Hideous? Loathly? Maned and hippocephalic? Yep, yep, and yep. But dear old HPL neglects to mention pointy spines on the shantak's back.
So I submit, you can cuddle up to your shantak. You just better do it quick before it deposits you at the sanity-shattering throne of big-daddy Azathoth.
According to Scott Purdy's DeviantArt page, that's exactly what it is.
A shantak? Really? With those back spines?
Shantaks are often used as steeds within the dreamlands. Its going to be a bumpy ride.
Jason Bulmahn wrote:
Properly and well-aged beef is one of life's sublime pleasures and never let anyone tell you otherwise.
As for the scotch, while I'd happily provide you with some, that will have to wait until Paizocon.
Oh, and congratulations on that book sales thing, Paizo. Couldn't happen to a nicer company.
Gary "The Guy with the Scotch" McBride
Kobold Cleaver wrote:
Glad you enjoyed the game, KC. And thanks for the kind words. Yes, barring any disaster, Grimm will be returning next year.
I did the math. It will cost me more to pay sales tax than to pay shipping by roughly a dollar. I suppose I do not want to pay for the priviledge of picking up my books.
Now if I could prove my non-Washington resident status (say with my current Oregon driver's license) and thus be exempted from paying sales taxes as detailed here then I would take you up on the offer.
Kobold Cleaver wrote:
YES! Finally, a Grimm game! I'm definitely looking forward to this one, hope I get in.
I am glad there remains some love in the world for this very cool and unappreciated game.
Hopefully, I'll see you at the game.
Fire burn all bubbling hot
Two more proposed events.
• Event Title: Grimm: Red Claws and Riding Hoods
• Event Title: PARANOIA: There are no robots in RIO Sector
Scott Betts wrote:
With all due respect, this is a classic example of the false dilemma logical fallacy. You needn't cater only to those who have played "Rise" by making a high-level AP that is its potential sequel.
A high level AP could be written that could both stand alone (i.e. be a high level AP that cares not how you got there -- anyone heroic would be interested in stopping the machinations of the remaining Runelords) and yet still serve as a sequel for "Rise of the Runelords" if you wished to add that dimension.
I would also note that WotC does not believe that 1st to 30th level campaigns are anathema to sales. They have already released one full 1st to 30th level adventure path (the H1-3, P1-3, E1-3 series of adventures) and are about to conclude a second one in the pages of Dungeon (Scales of War). These megapaths seemed to have done, economically speaking, so disastrously that they are starting a third one next year (HS1, HS2, etc).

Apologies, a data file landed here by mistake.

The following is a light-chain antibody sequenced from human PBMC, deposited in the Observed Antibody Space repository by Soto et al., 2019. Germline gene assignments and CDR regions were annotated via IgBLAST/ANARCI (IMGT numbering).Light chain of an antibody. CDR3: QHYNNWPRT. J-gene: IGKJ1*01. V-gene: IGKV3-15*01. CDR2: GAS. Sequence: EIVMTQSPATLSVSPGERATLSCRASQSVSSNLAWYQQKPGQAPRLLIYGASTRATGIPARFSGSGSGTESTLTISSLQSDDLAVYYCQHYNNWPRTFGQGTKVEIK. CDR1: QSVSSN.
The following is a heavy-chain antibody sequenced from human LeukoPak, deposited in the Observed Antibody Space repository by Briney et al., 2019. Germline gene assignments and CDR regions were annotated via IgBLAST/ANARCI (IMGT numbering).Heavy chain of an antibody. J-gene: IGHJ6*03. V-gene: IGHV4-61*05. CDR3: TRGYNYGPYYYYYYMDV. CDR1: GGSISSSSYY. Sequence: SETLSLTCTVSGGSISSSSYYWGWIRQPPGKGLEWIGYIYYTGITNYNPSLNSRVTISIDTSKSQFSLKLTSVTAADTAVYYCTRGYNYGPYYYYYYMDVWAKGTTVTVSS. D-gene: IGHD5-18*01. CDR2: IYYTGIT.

Is it wrong to hope that where 4th edition D&D will by 2011 likely have at least three completed megapaths, that Pathfinder might eventually have just one?
PS Just in case this isn't crystal, I mean no slight against 4th ed. Yay, 4th ed. Yay, Pathfinder. Boo, edition wars.
James Jacobs wrote:
Even if Rise of the Runelords WERE in print, we'd probably want to start a sequel at 1st level, honestly.
I'm sure it will be fine. I'm even looking forward to it.
But there is at least one charter superscriber who wishes you would take a stab at an epic AP. It's just such a perfect setup. One runelord has fallen. The other six realize their vulnerability and unite to strike back.
'Return of the Runelords' does have a ring to it.
I like 'Revenge of the Runelords' even better.
This would be a HUGE book do you imagine ? 600 pages for RotRL alone.
There would be certain savings by combining. One cover page and one credit pages would suffice. Ads would be consolidated. But yes, it would be a big book. Well over 500 pages.
There have been many RPG books printed that size or larger: Ptolus, World's Largest Dungeon and City, War of the Burning Sky, Talislanta etc.
If size is an issue, it could always be broken down into two, three or six volumes.
The reasons I see this book (or books) having to exist is:
I think those problems are likely to cause a hypothetical "Return of the Runelords" AP to be a 1st level restart. And personally, I'd find that a shame. Paizo has an opportunity here to create something really unique -- a mega-path that in one set of books explores D&D 3.x all the way from 1st to the dizzying heights of epic.
This book (or books) could solve those problems.
I too am starting a Legacy of Fire campaign next year.
Of the various APs in print, I definitely consider Legacy of Fire my favorite.